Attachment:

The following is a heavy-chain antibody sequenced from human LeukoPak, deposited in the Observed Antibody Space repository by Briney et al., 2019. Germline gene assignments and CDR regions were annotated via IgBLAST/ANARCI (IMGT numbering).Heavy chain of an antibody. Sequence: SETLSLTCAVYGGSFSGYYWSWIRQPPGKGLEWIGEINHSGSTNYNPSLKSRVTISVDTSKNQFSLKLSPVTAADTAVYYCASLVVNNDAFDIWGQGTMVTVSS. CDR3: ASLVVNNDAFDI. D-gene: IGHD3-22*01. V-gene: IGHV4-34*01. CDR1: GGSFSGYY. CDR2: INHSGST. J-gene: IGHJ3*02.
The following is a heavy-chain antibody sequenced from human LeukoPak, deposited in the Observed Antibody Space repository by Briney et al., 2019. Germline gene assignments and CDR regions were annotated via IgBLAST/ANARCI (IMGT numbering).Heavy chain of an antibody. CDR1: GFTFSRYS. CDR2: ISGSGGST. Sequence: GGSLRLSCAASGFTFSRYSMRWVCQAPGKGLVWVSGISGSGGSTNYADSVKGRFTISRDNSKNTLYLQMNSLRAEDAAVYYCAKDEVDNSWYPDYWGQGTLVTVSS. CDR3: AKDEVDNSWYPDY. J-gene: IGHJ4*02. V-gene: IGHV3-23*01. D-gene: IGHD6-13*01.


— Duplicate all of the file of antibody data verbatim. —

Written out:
The following is a heavy-chain antibody sequenced from human LeukoPak, deposited in the Observed Antibody Space repository by Briney et al., 2019. Germline gene assignments and CDR regions were annotated via IgBLAST/ANARCI (IMGT numbering).Heavy chain of an antibody. Sequence: SETLSLTCAVYGGSFSGYYWSWIRQPPGKGLEWIGEINHSGSTNYNPSLKSRVTISVDTSKNQFSLKLSPVTAADTAVYYCASLVVNNDAFDIWGQGTMVTVSS. CDR3: ASLVVNNDAFDI. D-gene: IGHD3-22*01. V-gene: IGHV4-34*01. CDR1: GGSFSGYY. CDR2: INHSGST. J-gene: IGHJ3*02.
The following is a heavy-chain antibody sequenced from human LeukoPak, deposited in the Observed Antibody Space repository by Briney et al., 2019. Germline gene assignments and CDR regions were annotated via IgBLAST/ANARCI (IMGT numbering).Heavy chain of an antibody. CDR1: GFTFSRYS. CDR2: ISGSGGST. Sequence: GGSLRLSCAASGFTFSRYSMRWVCQAPGKGLVWVSGISGSGGSTNYADSVKGRFTISRDNSKNTLYLQMNSLRAEDAAVYYCAKDEVDNSWYPDYWGQGTLVTVSS. CDR3: AKDEVDNSWYPDY. J-gene: IGHJ4*02. V-gene: IGHV3-23*01. D-gene: IGHD6-13*01.